Dozens of patients and staff in several London hospitals may have been exposed to tuberculosis from a health care provider who had gone undiagnosed in months, health officials said on Tuesday.

The health care provider had worked in out-patient clinics at both St. Joseph's Health Center and London Health Sciences Center, and he is now being treated. Officials from Middlesex London Health Unit (MLHU) are currently tracking down the potential spread of TB in these hospitals.

Dr. Robin Walker, who is the integrated vice president of Medical Affairs at both hospitals, said it is not unusual to find cases of TB, but it is rare to discover the disease in a health care provider in a hospital.

"It is very unusual, indeed," said Walker. "It's been many years."

About 38 patients at London Health Sciences Center and another 29 at St. Joseph's could have been exposed to TB, Walker said. The number might also increase.

"We're still in the process of full contact testing," said Walker.

Walker and his colleagues are optimistic that majority of the people exposed to the disease will not contract it.

According to health officials, the risk of infection is very low, as well as the risk of spread within the hospitals.

Medical Health Officer Dr. Chris Mackie of MLHU said about 10 percent of people exposed to the disease would go on to develop an active infection that has an ammonia component and could possible spread to others. They are confident that there will be no secondary cases.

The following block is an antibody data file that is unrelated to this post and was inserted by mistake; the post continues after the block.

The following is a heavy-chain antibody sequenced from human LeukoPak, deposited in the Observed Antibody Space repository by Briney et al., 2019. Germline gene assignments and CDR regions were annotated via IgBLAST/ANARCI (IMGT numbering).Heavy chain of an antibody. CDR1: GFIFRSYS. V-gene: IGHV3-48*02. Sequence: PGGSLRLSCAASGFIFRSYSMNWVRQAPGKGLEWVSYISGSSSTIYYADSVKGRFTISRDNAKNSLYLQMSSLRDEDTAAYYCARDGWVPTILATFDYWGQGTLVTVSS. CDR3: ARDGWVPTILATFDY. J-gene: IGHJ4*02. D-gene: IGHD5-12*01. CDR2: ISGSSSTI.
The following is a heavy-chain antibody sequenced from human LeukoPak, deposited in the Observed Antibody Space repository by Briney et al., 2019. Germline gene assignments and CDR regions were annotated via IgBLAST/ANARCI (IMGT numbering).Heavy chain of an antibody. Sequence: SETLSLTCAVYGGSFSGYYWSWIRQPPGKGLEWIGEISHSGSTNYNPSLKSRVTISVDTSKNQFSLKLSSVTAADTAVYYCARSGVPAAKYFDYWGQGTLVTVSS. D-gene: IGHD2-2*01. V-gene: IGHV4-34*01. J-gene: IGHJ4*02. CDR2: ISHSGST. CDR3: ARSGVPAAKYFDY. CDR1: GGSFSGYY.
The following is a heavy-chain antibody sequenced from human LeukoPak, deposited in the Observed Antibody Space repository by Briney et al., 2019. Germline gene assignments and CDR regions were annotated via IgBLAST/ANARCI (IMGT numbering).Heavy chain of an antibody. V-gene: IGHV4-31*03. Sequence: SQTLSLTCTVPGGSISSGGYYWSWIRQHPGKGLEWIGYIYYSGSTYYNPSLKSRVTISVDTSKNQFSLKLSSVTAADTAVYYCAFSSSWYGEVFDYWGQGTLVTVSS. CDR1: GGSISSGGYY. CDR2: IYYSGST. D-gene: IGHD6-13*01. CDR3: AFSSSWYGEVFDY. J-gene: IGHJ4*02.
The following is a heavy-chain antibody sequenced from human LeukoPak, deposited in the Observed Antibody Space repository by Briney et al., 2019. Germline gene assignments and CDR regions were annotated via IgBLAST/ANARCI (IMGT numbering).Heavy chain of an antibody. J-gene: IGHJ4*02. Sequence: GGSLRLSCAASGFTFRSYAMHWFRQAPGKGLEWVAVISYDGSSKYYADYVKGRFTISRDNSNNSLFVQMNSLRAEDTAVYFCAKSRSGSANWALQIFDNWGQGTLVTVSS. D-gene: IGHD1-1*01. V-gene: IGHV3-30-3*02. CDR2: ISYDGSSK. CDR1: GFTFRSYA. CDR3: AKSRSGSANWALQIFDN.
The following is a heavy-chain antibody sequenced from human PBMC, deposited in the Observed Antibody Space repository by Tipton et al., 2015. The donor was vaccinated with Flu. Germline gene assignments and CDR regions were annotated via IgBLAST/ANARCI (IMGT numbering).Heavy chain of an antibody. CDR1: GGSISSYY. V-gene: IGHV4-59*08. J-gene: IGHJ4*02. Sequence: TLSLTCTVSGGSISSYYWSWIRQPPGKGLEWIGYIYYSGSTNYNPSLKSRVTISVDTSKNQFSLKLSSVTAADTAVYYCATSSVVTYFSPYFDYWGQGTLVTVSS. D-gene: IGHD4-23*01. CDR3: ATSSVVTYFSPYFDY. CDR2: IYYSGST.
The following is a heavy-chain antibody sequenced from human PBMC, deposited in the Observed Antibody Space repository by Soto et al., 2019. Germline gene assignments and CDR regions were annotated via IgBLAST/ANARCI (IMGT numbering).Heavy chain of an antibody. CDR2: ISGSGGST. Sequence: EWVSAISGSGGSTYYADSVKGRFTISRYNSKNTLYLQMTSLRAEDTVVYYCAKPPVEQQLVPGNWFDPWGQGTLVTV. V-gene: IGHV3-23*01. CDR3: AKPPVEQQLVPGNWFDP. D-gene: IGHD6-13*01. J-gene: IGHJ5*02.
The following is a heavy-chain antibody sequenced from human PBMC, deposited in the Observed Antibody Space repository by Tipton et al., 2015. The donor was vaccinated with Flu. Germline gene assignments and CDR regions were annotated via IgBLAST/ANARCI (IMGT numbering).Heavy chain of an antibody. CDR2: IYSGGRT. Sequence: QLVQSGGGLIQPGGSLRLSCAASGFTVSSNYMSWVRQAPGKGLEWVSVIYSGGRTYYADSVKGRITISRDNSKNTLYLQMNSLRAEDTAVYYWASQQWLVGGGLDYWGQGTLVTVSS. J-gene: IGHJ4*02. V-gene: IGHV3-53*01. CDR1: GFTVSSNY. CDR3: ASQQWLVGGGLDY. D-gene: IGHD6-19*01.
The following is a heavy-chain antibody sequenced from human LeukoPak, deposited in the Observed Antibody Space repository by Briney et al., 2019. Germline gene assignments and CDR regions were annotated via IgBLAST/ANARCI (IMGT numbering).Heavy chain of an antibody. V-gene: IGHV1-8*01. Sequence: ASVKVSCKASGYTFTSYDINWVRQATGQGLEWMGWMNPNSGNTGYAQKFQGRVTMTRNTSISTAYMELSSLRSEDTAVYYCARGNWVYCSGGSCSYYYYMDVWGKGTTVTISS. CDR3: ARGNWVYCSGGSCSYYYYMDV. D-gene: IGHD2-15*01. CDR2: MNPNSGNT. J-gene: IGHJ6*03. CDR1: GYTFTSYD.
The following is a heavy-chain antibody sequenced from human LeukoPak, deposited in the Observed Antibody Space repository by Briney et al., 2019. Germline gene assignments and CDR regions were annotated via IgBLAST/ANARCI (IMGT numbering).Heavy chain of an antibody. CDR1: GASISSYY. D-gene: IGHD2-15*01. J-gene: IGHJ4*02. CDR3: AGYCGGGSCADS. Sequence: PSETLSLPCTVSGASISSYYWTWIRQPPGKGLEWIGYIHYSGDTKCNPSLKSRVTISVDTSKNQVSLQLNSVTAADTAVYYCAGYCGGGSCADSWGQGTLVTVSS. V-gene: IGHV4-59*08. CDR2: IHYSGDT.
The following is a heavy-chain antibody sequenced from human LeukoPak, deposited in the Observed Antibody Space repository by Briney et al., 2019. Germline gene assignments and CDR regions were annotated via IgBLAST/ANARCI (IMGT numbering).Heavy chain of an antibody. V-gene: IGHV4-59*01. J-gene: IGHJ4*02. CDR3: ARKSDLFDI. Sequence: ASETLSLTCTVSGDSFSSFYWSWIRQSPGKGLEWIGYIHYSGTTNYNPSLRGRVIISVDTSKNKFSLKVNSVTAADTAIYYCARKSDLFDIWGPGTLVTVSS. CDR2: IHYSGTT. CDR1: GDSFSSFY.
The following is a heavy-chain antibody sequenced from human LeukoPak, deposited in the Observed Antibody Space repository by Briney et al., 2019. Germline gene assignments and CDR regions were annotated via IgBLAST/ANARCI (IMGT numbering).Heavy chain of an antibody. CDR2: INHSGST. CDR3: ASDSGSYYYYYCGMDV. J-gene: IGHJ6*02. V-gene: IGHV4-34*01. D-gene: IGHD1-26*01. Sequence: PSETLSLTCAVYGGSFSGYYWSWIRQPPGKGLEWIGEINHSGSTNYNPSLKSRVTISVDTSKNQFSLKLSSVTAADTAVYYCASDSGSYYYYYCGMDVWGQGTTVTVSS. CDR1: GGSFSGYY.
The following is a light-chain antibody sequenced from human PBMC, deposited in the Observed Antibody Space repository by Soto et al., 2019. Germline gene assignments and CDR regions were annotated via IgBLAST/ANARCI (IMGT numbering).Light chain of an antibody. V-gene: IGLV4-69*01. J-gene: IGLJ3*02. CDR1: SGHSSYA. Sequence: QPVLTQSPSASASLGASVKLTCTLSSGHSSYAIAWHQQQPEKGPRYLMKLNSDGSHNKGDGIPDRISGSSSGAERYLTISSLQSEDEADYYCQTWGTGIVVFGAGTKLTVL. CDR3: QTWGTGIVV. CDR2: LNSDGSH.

Walker said the safety and well-being of patients and staff at both hospitals is their main priority.

"We will continue to work together with the MLHU to ensure that all individuals at potential risk are identified and assessed as quickly as possible," said Walker.

TB is caused by bacteria that affect the lungs. The symptoms include fever, cough, loss of weight and night sweats. The disease is usually spread through frequent and prolonged exposure with a person who has the disease.

Most people who are exposed to the disease are not infected because their bodies fight it off, Mackie said.

It will take weeks before the exposed individuals are ruled out for TB. It usually takes eight weeks for the bacteria to turn into an infection, officials said. If any of the exposed individuals test positive, anyone who came into contact with them will be tested as well.

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